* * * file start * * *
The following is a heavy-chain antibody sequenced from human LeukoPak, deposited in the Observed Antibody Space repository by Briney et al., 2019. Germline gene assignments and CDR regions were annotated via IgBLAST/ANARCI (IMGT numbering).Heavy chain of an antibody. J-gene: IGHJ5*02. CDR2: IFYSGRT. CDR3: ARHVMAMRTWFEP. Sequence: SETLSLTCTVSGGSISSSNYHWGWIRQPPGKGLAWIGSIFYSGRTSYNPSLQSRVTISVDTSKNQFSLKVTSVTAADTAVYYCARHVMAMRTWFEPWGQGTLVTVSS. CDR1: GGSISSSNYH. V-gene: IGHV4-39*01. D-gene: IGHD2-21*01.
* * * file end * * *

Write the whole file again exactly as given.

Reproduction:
The following is a heavy-chain antibody sequenced from human LeukoPak, deposited in the Observed Antibody Space repository by Briney et al., 2019. Germline gene assignments and CDR regions were annotated via IgBLAST/ANARCI (IMGT numbering).Heavy chain of an antibody. J-gene: IGHJ5*02. CDR2: IFYSGRT. CDR3: ARHVMAMRTWFEP. Sequence: SETLSLTCTVSGGSISSSNYHWGWIRQPPGKGLAWIGSIFYSGRTSYNPSLQSRVTISVDTSKNQFSLKVTSVTAADTAVYYCARHVMAMRTWFEPWGQGTLVTVSS. CDR1: GGSISSSNYH. V-gene: IGHV4-39*01. D-gene: IGHD2-21*01.